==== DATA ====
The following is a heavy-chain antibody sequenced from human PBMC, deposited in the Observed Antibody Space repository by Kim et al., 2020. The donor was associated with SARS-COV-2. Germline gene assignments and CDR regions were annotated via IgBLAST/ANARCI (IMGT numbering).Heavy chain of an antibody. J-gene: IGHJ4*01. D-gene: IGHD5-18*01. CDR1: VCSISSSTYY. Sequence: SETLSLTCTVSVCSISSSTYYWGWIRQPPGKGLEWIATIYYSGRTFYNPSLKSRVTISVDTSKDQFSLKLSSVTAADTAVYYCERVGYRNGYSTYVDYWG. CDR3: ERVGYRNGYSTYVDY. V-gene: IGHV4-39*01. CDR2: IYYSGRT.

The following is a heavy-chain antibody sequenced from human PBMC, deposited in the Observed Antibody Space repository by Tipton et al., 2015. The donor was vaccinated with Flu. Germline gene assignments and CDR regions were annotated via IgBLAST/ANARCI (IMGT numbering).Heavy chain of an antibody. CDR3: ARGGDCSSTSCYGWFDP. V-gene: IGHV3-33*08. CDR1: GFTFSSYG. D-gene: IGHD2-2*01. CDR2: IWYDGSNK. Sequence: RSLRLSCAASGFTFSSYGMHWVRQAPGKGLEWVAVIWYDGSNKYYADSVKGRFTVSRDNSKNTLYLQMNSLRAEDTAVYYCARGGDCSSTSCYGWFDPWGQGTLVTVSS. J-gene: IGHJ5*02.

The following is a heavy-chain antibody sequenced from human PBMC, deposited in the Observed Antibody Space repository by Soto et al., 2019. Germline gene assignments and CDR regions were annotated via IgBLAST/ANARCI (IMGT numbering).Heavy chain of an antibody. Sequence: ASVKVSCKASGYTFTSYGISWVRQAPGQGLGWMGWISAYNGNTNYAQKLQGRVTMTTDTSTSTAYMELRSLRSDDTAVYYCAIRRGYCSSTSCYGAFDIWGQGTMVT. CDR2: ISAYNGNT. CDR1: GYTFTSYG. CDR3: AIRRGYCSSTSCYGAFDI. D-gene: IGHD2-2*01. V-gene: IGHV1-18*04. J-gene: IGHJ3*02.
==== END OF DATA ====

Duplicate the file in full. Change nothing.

The following is a heavy-chain antibody sequenced from human PBMC, deposited in the Observed Antibody Space repository by Kim et al., 2020. The donor was associated with SARS-COV-2. Germline gene assignments and CDR regions were annotated via IgBLAST/ANARCI (IMGT numbering).Heavy chain of an antibody. J-gene: IGHJ4*01. D-gene: IGHD5-18*01. CDR1: VCSISSSTYY. Sequence: SETLSLTCTVSVCSISSSTYYWGWIRQPPGKGLEWIATIYYSGRTFYNPSLKSRVTISVDTSKDQFSLKLSSVTAADTAVYYCERVGYRNGYSTYVDYWG. CDR3: ERVGYRNGYSTYVDY. V-gene: IGHV4-39*01. CDR2: IYYSGRT.

The following is a heavy-chain antibody sequenced from human PBMC, deposited in the Observed Antibody Space repository by Tipton et al., 2015. The donor was vaccinated with Flu. Germline gene assignments and CDR regions were annotated via IgBLAST/ANARCI (IMGT numbering).Heavy chain of an antibody. CDR3: ARGGDCSSTSCYGWFDP. V-gene: IGHV3-33*08. CDR1: GFTFSSYG. D-gene: IGHD2-2*01. CDR2: IWYDGSNK. Sequence: RSLRLSCAASGFTFSSYGMHWVRQAPGKGLEWVAVIWYDGSNKYYADSVKGRFTVSRDNSKNTLYLQMNSLRAEDTAVYYCARGGDCSSTSCYGWFDPWGQGTLVTVSS. J-gene: IGHJ5*02.

The following is a heavy-chain antibody sequenced from human PBMC, deposited in the Observed Antibody Space repository by Soto et al., 2019. Germline gene assignments and CDR regions were annotated via IgBLAST/ANARCI (IMGT numbering).Heavy chain of an antibody. Sequence: ASVKVSCKASGYTFTSYGISWVRQAPGQGLGWMGWISAYNGNTNYAQKLQGRVTMTTDTSTSTAYMELRSLRSDDTAVYYCAIRRGYCSSTSCYGAFDIWGQGTMVT. CDR2: ISAYNGNT. CDR1: GYTFTSYG. CDR3: AIRRGYCSSTSCYGAFDI. D-gene: IGHD2-2*01. V-gene: IGHV1-18*04. J-gene: IGHJ3*02.